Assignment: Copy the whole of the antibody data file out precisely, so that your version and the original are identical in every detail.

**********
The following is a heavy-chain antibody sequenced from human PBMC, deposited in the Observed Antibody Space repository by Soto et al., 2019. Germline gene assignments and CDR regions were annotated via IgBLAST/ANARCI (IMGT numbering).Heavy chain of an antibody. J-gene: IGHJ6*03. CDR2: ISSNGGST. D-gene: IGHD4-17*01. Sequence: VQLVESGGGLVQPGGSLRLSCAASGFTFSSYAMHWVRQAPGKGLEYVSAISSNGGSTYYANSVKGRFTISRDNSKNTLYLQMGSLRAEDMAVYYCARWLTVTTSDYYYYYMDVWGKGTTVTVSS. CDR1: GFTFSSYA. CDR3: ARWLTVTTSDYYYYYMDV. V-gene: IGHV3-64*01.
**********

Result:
The following is a heavy-chain antibody sequenced from human PBMC, deposited in the Observed Antibody Space repository by Soto et al., 2019. Germline gene assignments and CDR regions were annotated via IgBLAST/ANARCI (IMGT numbering).Heavy chain of an antibody. J-gene: IGHJ6*03. CDR2: ISSNGGST. D-gene: IGHD4-17*01. Sequence: VQLVESGGGLVQPGGSLRLSCAASGFTFSSYAMHWVRQAPGKGLEYVSAISSNGGSTYYANSVKGRFTISRDNSKNTLYLQMGSLRAEDMAVYYCARWLTVTTSDYYYYYMDVWGKGTTVTVSS. CDR1: GFTFSSYA. CDR3: ARWLTVTTSDYYYYYMDV. V-gene: IGHV3-64*01.